14. News Release, “Sen. Brown Statement on Advancement of U.S.-Korea Trade Deal” December 3, 2010.
15. “The Job Export Machine,” In the Public Interest, July 9, 2003.
16. Manufacturing & Technology News, January 19, 2011.
21. “U.S.-South Korea Trade Deal Largest Since NAFTA,” Associated Press, December 5, 2010, USA Today.
22. “Free Trade Agreement with Korea will cost U.S. jobs,” Robert E. Scott, Economic Policy Institute, Economic Snapshot report , July 1, 2010.
23. News release: “Teamsters Urge Congress to Reject South Korea Trade Deal,” February 17, 2011.
24. News release: “Proposed trade agreements threaten U.S. environmental policy,” June 17, 2011.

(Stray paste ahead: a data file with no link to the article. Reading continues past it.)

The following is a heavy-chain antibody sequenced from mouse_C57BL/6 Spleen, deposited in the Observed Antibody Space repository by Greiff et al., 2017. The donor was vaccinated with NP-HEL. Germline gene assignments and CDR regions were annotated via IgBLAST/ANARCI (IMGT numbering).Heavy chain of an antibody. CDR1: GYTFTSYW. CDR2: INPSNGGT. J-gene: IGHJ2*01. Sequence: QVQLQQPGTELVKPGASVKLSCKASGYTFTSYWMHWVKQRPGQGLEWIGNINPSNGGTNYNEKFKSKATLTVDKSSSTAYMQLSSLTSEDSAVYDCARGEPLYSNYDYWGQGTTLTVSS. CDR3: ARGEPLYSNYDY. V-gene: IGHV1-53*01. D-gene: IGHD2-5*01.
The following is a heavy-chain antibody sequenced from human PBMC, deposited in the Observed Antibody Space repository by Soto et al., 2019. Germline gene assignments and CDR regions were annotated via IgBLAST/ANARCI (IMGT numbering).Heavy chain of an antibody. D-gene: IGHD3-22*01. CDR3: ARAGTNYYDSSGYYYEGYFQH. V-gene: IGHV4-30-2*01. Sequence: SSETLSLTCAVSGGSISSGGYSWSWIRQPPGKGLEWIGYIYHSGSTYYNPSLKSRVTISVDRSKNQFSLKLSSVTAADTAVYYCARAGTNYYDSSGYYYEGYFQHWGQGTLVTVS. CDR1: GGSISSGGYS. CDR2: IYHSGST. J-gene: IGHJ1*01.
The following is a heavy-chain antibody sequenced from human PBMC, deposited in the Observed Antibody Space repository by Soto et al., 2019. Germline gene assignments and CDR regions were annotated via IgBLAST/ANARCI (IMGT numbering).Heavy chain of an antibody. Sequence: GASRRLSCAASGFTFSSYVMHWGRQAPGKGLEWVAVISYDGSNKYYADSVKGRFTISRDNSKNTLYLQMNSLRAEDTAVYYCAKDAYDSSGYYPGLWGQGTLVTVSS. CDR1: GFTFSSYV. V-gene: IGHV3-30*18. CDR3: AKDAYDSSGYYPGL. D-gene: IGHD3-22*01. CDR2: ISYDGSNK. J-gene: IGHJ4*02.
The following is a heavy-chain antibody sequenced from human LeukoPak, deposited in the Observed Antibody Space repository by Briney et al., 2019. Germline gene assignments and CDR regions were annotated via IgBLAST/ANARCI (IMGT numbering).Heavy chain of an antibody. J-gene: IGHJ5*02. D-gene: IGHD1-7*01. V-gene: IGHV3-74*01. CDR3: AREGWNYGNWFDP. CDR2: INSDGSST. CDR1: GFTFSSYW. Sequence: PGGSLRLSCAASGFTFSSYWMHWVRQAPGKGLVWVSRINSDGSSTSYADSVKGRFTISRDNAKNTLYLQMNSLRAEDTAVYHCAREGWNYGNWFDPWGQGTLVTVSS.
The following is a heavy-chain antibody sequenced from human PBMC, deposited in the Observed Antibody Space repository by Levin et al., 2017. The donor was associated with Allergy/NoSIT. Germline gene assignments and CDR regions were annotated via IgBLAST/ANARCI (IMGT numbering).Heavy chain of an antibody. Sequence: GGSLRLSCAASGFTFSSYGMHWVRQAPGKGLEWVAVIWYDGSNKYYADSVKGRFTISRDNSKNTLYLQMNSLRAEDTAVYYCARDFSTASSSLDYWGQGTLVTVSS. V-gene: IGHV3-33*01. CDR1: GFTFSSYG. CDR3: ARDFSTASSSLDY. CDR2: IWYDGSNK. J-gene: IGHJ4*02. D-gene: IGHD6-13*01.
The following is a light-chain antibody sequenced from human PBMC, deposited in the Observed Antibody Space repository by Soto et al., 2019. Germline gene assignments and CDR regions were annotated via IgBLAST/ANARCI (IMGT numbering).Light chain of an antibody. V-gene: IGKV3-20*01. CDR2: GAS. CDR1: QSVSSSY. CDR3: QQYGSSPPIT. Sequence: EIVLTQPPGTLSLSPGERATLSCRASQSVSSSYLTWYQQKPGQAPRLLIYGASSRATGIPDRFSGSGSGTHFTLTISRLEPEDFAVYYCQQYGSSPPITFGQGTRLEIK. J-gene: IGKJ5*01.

25. “Trading Away Sovereignty,” Virgil Goode, American Conservative, March 7, 2011.
26. “Korea Trade Agreement Would Subsidize North Korea Government,” Zach Carter, Huffington Post, August 4, 2011.
27. U.S. Business & Industry Council, Washington, DC, 2010; pb, 344 pgs., $27.95.
28. “Unfair Trade Deals Becoming Even More Unpopular, U.S. Polling Shows,” Public Citizen: www.citizen.org/documents/polling-memo-july-2011.pdf
30. July 18, 2010: http://thedailybell.com/1220/Paul-Craig-Roberts-on-Glass-Steagall-Free-Trade-and-the-Dangers-of-an-Evolving-Oligarchy-of-Private-Interests.html
31. Suicide of a Superpower: Will America Survive to 2025? Thomas Dunne Books, NY, 2011; hb, 496 pgs, $27.99.
32. The Great Betrayal: How American Sovereignty and Social Justice Are Being Sacrificed to the Gods of the Global Economy, Little Brown, NY, 1998; hb, 376 pgs., $22.95.